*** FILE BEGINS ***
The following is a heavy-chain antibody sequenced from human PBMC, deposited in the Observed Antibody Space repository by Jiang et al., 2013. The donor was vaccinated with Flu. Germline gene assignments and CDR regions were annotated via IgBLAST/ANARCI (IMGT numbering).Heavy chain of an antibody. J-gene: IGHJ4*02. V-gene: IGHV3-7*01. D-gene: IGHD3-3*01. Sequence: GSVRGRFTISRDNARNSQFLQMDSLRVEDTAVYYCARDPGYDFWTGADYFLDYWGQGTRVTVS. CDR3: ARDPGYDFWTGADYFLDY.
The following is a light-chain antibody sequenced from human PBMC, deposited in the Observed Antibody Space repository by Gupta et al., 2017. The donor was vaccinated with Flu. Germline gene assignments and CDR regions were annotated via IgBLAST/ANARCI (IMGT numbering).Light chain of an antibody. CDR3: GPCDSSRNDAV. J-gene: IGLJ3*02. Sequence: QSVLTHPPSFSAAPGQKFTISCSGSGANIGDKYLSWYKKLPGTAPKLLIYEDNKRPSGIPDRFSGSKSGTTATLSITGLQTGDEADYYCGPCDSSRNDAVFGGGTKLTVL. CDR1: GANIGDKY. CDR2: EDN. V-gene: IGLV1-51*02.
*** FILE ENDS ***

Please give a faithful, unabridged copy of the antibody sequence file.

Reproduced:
The following is a heavy-chain antibody sequenced from human PBMC, deposited in the Observed Antibody Space repository by Jiang et al., 2013. The donor was vaccinated with Flu. Germline gene assignments and CDR regions were annotated via IgBLAST/ANARCI (IMGT numbering).Heavy chain of an antibody. J-gene: IGHJ4*02. V-gene: IGHV3-7*01. D-gene: IGHD3-3*01. Sequence: GSVRGRFTISRDNARNSQFLQMDSLRVEDTAVYYCARDPGYDFWTGADYFLDYWGQGTRVTVS. CDR3: ARDPGYDFWTGADYFLDY.
The following is a light-chain antibody sequenced from human PBMC, deposited in the Observed Antibody Space repository by Gupta et al., 2017. The donor was vaccinated with Flu. Germline gene assignments and CDR regions were annotated via IgBLAST/ANARCI (IMGT numbering).Light chain of an antibody. CDR3: GPCDSSRNDAV. J-gene: IGLJ3*02. Sequence: QSVLTHPPSFSAAPGQKFTISCSGSGANIGDKYLSWYKKLPGTAPKLLIYEDNKRPSGIPDRFSGSKSGTTATLSITGLQTGDEADYYCGPCDSSRNDAVFGGGTKLTVL. CDR1: GANIGDKY. CDR2: EDN. V-gene: IGLV1-51*02.